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Neurosci Behav Physiol. 2004 Oct;34(8):773-81.

The role of gravitation-dependent systems in visual tracking.

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State Scientific Center of the Russian Federation and Institute of Medical-Biological Problems, Russian Academy of Sciences, 76a Khoroshevskoe Chaussee, 123007 Moscow, Russia.


The effects of prolonged microgravity conditions on the performance of visual tracking functions such as fixational rotations of the eyes (saccades), smooth tracking of linear and curved movements of a foveal point stimulus, and following a vertical pendulum-like movement of foveoretinal optokinetic stimuli were studied. Experiments were performed on 31 cosmonauts in freefall conditions, in ten cases followed by additional studies after a cycle of head movements and in 14 after resting. These experiments showed that while intrinsic visual functions were retained in microgravity conditions, there were decreases in the precision and speed measures of all types of visual tracking (fixational rotations of the eyes, smooth tracking) and, in some cases, complete degradation of the smooth tracking reflex, an increase in the time taken to fix the gaze on a target (by factors of 2 or more), and decreases in the frequency of stimulus tracking. During the initial period of adaptation to the altered gravitational conditions and periodically during prolonged flight, the system of smooth visual tracking was found to undergo a transition to a strategy of saccadic approximation, in which gaze tracks the movement of the target using a set of macro- or microsaccadic movements. These impairments, seen in virtually all the cosmonauts, resulted from vestibular deprivation (functional deafferentation of the otolith input) in conditions of weightlessness, while in cosmonauts conceptualizing space on the basis of perceiving the positions of the feet and head additionally showed support-tactile deprivation.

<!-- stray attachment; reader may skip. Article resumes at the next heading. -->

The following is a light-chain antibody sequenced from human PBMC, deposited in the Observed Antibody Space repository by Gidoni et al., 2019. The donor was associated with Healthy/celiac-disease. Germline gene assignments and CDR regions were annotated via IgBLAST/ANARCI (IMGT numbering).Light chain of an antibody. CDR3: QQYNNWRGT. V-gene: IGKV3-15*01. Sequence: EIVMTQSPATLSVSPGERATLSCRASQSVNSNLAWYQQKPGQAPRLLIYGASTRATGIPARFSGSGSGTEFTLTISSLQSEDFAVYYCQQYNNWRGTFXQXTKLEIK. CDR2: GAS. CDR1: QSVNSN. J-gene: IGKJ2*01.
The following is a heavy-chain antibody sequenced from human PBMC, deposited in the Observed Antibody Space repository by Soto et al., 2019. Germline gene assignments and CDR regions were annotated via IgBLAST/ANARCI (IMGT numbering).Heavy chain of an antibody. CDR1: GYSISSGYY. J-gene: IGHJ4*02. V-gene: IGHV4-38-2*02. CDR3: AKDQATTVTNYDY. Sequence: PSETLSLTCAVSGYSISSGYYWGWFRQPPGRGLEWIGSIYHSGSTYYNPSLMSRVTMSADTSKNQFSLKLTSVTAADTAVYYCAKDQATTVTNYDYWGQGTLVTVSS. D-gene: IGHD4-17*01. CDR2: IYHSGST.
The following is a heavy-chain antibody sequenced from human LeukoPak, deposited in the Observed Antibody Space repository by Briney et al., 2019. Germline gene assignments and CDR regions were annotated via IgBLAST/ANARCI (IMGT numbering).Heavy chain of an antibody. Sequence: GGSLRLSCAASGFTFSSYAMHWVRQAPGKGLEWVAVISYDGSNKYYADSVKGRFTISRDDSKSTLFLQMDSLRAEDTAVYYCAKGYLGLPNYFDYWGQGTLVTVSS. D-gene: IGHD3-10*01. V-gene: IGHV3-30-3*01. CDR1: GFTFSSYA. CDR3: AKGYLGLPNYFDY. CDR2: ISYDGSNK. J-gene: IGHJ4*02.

[Indexed for MEDLINE]

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